The Highline’s rampant success (the media darling sees 20,000 visitors daily, among them Kevin Bacon, Ethan Hawke and Edward Norton) proves that modern cities can embrace their industrial heritage and promote sustainability, all while pleasing tourists, crabby locals and the haughtiest of architecture critics. But, as Buffalonians, it’s hard not to feel just a little left out. New York, it seems, is like the sibling who always gets the new bike for Christmas, while Buffalo get’s shafted with a pair of socks (hand-me-downs no less).
With its vibrant industrial past, the Queen City is primed for such a project. As someone who has grown up in the shadow of the derelict Wurlitzer building, Buffalo’s myriad industrial relics have always managed to capture my imagination (In fact, I’ve always dreamed of living in a grain elevator).
It turns out that I’m not alone in my fascination. Last March, I read an article buried on an inside page of the Buffalo News about Ran Webber. Webber imagines the Buffalo Skyway creatively re-engineered to function as a signature green multi-use mega-structure, complete with a glass enclosed green roof and pedestrian pathway – sound familiar? The design would effectively create a year-round garden path from downtown to the lakefront. Sadly, such repurposing of the Skyway has gotten little press since that article six months ago.
Perhaps with the Highline’s recent success, local developers will feel inspired to take the plunge. But, unlike the Highline, which had the luxury of celebrity boosters and a location in an already thriving district, the Skyway project’s risk is amplified by the fact that Buffalo is hardly booming. The stakes are greater here, but so are the rewards. Developers would be building more than a park in a swank neighborhood; they would be embarking on a project with the potential to help bring a city back to life.
Thursday, September 3, 2009
Wednesday, September 2, 2009
Upon returning from vacation last week, I found the first advance copy of Frank Lloyd Wright Art Glass of the Martin House Complex waiting on my desk, straight from the publisher in California. Our new book on the art glass of the Martin House Complex, this is the first Martin House-specific publication since Jack Quinan's Frank Lloyd Wright's Martin House: Architecture as Portraiture (Princeton Architectural Press, 2004). It celebrates the ten-year anniversary of the exhibition "Frank Lloyd Wright: Windows of the Darwin D. Martin House" at the Burchfield-Penney Art Center, drawing on some of the excellent text from the show's catalog, expanding the array of art glass illustrated and interpreted, and adding new, scholarly text in a stand-alone, hardcover book. The publisher, Pomegranate, beautifully designed, printed and bound this content into a handsome package.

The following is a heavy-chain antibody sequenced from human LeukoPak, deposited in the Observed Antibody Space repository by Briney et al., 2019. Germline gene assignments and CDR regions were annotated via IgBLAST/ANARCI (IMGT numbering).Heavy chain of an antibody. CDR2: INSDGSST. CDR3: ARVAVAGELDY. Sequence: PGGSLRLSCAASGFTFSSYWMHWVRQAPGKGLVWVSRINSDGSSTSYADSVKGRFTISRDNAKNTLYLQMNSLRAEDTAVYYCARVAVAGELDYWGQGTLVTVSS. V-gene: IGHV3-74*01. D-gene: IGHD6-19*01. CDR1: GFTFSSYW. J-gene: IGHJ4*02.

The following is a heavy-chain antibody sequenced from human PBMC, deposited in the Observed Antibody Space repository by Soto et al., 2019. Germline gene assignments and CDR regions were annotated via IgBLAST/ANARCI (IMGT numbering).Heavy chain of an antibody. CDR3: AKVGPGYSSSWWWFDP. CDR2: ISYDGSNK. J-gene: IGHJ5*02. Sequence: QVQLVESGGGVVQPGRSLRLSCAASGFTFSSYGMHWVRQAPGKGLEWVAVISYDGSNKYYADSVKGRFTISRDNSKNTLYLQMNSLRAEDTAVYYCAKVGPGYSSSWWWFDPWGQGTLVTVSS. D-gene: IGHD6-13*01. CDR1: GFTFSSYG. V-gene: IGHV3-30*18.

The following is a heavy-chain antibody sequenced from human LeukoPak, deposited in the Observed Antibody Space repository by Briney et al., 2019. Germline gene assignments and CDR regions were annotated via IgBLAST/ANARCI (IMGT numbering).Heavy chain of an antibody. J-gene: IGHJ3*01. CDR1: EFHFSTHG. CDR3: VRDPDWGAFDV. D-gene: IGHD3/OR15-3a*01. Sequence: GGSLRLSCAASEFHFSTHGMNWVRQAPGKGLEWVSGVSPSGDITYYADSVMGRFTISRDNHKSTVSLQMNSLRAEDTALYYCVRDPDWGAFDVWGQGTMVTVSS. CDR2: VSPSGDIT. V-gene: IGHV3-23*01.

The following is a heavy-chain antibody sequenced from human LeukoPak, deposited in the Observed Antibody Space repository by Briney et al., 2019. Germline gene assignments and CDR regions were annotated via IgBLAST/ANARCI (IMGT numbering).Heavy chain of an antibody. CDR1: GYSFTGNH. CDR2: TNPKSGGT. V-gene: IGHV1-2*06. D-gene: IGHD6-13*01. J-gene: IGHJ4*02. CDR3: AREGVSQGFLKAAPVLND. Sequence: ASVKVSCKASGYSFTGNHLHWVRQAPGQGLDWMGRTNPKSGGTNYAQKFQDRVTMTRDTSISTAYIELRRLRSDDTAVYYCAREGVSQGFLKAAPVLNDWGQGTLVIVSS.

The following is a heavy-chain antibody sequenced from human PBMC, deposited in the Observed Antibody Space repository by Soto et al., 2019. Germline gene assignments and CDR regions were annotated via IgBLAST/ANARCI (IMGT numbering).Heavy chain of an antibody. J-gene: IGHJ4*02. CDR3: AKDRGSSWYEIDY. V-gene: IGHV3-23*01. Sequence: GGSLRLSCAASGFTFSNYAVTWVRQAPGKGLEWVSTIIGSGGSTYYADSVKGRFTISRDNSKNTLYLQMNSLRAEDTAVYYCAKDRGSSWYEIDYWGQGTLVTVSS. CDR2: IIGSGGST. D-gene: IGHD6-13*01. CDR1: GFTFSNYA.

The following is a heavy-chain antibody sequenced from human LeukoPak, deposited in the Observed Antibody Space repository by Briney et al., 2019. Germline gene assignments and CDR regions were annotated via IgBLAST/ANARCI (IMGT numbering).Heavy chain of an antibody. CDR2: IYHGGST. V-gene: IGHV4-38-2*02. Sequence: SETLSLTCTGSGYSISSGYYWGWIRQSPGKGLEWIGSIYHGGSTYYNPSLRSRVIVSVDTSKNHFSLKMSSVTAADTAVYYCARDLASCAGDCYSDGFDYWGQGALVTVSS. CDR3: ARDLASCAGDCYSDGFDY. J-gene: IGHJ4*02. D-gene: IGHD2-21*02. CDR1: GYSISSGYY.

Soon after I started as Associate Curator for the MHRC in 2003, I began to feel the need for more comprehensive documentation of the fascinating art glass created for the Martin House Complex. Then Executive Director John Courtin posed a seemingly innocent question to me: where did the term "Tree of Life" window come from - and when? This lead to a rapidly growing file of minutiae pertaining to the famed motif, and a growing obsession with getting to the bottom of John's question. Although I have not yet found the "smoking gun" in the case of the "Tree of Life" moniker, new insights on the function and meaning of the motif emerged, forming the basis of an essay that I contributed to the book.
From the outset, it seemed that this book was meant to be. First, Pomegranate, which has a growing catalog of Frank Lloyd Wright titles, signed-on as publisher. Next, we received a generous grant from the New York State Council on the Arts to support research and production of the book. This helped fund additional photography by Biff Henrich, needed to expand the catalog of art glass illustrated. Adding to the many photographs that he made for the 1999 catalog, Biff produced a number of skillful "portraits" of art glass not previously documented. All the contributors to the Burchfield-Penney catalog - Jack Quinan, Ted Lownie and Robert McCarter - were happy to allow their essays to be reprinted, some taking the opportunity to make revisions. Noted art glass expert Julie Sloan came on board to write an introduction, and Oakbrook Esser Studios, A-list artisans who produce exacting reproductions of Wright's art glass designs, collaborated on an interview to conclude the book.
I'm delighted that the final product seems to strike a balance between scholarly depth and coffee-table appeal. I can't thank all of the collaborators enough - from the Frank Lloyd Wright Foundation Archives to Lesley Neufeld and Bernie Wagner. I hope you'll agree that the resulting book will make a fine addition to your Frank Lloyd Wright library.
Frank Lloyd Wright Art Glass of the Martin House Complex is not yet available to the general public, but we expect to have a supply in the Wisteria Shop by mid-September, and you may order the book through a special pre-publication offer; visit the MHRC website for an order form, or call the office at (716) 856-3858.